To address fears over vendor lock-in, Acquia, for example, offers something its coined “open SaaS,” said Chris Brookins, vice president of engineering and product management. “It’s not just about being able to get access to your data — which there has been a lot of talk about, with Facebook and Google — but it is also about the freedom and ability to leave our SaaS at anytime. You can take not only your code that powers the site, but the database; all your files; and effectively, if you feel too constrained by the SaaS, you can leave and host it yourself, hopefully on our PaaS,” he said.
A risk? Sure, Brookins said, when I caught up with him after the panel. But one that has paid off handsomely: “What we have found it that by eliminating that barrier to adoption — that fear that I might be locked in forever — we’ve had significant growth.” The company hosts 60,000 sites and enjoys 100% year-over-year growth. It also apparently offers a product that’s hard to refuse: Metrics show that even when customers leave, they are back in about a month.
“Our value proposition is: how do we effectively run their sites, scale their sites and add features at a pace that they couldn’t possibly do themselves for them –and, in way that they have the upside value but they don’t have any of the fear,” Brookins said.
What their answers came down to was that employee and customer expectations are changing and that in turn, the business has to change. Customers have come to expect Web-based services, and they want them now. That means that IT has to swap out older systems and business processes quickly. Employees don’t want to wait four years — or even four months — for new features and fixes to be rolled out. It’s about giving the business a competitive advantage through faster IT deployments.
If that isn’t enough to convince you, Alex Adamopoulos, CEO at New York-based Agile consultancy Emergn, whose clients include British Airways, British Telecom and Standard Life, has five more reasons for adopting Agile practices:
- To stop project paralysis: Agile translates into faster feedback and faster delivery. That means that IT delivers projects that keep up with the pace of the market and customer expectations.
- To accommodate change: Plan for change with Agile, instead of protecting the process and focusing on mitigating the risk of inevitable change.
- To make room for innovation: Agile allows for employee creativity and better idea management, which is often stymied by heavier processes.
- To improve the work environment: Agile enables companies to invest in their people and to “up-skill” them. As a result, Agile leads to happier, more productive employees who in turn feel more passion and ownership towards their work.
- To give the businesses transparency and control: Agile lets businesses identify where the greatest value exists in the organization’s portfolio of projects. Thus, Agile improves overall quality in delivering any type of project in the organization (IT or business related).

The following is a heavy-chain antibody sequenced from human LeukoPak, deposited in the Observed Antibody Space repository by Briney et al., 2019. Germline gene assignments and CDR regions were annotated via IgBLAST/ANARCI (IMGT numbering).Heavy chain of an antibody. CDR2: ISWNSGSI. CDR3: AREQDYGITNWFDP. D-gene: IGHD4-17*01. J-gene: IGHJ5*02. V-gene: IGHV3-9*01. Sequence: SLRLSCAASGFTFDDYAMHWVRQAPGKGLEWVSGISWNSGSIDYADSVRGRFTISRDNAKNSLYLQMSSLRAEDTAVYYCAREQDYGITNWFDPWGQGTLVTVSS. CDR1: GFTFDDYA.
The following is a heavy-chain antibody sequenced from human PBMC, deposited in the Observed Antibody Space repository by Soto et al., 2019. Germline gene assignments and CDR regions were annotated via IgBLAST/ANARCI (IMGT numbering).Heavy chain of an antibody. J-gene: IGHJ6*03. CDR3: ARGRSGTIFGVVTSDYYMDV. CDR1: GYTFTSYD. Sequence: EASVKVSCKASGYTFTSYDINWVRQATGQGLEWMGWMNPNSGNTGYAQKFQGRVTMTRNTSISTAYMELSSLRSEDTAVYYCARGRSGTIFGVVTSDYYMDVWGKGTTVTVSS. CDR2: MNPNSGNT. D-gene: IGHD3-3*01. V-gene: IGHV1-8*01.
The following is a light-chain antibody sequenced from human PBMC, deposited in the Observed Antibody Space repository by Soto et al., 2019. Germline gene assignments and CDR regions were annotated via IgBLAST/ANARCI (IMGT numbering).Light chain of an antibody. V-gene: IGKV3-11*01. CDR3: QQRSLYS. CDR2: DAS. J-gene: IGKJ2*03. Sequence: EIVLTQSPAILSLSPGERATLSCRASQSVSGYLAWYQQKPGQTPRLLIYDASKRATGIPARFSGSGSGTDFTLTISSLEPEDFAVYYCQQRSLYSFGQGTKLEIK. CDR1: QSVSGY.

Let us know what you think about this blog post; email Christina Torode, News Director
I’m used to working from anyplace and (sigh) anytime. Getting to work usually involves guzzling coffee rather than driving my gas-guzzler to the office. But I am employed by a publishing company that was born in the digital age and produces content for online consumption. When a business the size and maturity of Kraft Foods ($49 billion in revenue, 108 years old, operations in 75 countries) decides that it’s in the company’s best interest to untether its employees with mobile devices and virtual communities, how we work in the digital age is no longer about some future state of knowledge workers. It’s mainstream.
If you have any doubts, this maker of real things (Oreos, Oscar Meyer hot dogs, Trident and Tang) is trying to turn this digital state of working into a commodity with its own internal brand name and slogan — as you’ll read about in my story next week on SearchCIO.com. Roberta Cadieux, director for information systems service delivery at Kraft, recounts the IT department’s efforts to harness the mobile gadgets and ubiquitous networks that employees increasingly take for granted into a coherent IT-business strategy — and the difficulty of selling the strategy (as opposed to the gadgets) to employees.
The transformation of how work gets done at Kraft extends to its physical offices, where “open innovative spaces” are replacing traditional cubicles and offices. The rank and file no longer are assigned desks. Employees can work from wherever when they are in the office. Wall-huggers — people who have worked at Kraft for years and feel they’ve earned the right to a corner office — have been given glassed-in rooms — fishbowls — but the occupants are increasingly “being challenged why they need them,” Cadieux said. Persuading people to change how they work has been hard, she added — so much so that she said she would like to go into the change management field.